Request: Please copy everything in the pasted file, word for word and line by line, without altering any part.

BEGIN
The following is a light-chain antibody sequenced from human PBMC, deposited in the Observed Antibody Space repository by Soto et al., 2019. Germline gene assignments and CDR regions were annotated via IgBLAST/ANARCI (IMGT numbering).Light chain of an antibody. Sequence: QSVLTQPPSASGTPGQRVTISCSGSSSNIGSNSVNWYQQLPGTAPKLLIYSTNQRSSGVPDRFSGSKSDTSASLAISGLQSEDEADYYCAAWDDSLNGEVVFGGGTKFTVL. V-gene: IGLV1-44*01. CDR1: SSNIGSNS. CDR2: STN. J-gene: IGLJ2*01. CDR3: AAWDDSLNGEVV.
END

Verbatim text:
The following is a light-chain antibody sequenced from human PBMC, deposited in the Observed Antibody Space repository by Soto et al., 2019. Germline gene assignments and CDR regions were annotated via IgBLAST/ANARCI (IMGT numbering).Light chain of an antibody. Sequence: QSVLTQPPSASGTPGQRVTISCSGSSSNIGSNSVNWYQQLPGTAPKLLIYSTNQRSSGVPDRFSGSKSDTSASLAISGLQSEDEADYYCAAWDDSLNGEVVFGGGTKFTVL. V-gene: IGLV1-44*01. CDR1: SSNIGSNS. CDR2: STN. J-gene: IGLJ2*01. CDR3: AAWDDSLNGEVV.